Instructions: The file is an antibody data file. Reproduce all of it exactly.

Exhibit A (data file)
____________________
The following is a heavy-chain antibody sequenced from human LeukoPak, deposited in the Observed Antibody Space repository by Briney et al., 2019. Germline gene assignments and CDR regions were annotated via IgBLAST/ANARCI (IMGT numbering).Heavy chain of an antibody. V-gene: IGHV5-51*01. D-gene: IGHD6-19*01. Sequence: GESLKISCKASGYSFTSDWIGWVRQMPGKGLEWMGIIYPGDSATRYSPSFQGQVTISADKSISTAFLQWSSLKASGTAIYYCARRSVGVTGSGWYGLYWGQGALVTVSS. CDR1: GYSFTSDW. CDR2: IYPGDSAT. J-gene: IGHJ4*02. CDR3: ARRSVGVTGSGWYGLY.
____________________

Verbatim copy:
The following is a heavy-chain antibody sequenced from human LeukoPak, deposited in the Observed Antibody Space repository by Briney et al., 2019. Germline gene assignments and CDR regions were annotated via IgBLAST/ANARCI (IMGT numbering).Heavy chain of an antibody. V-gene: IGHV5-51*01. D-gene: IGHD6-19*01. Sequence: GESLKISCKASGYSFTSDWIGWVRQMPGKGLEWMGIIYPGDSATRYSPSFQGQVTISADKSISTAFLQWSSLKASGTAIYYCARRSVGVTGSGWYGLYWGQGALVTVSS. CDR1: GYSFTSDW. CDR2: IYPGDSAT. J-gene: IGHJ4*02. CDR3: ARRSVGVTGSGWYGLY.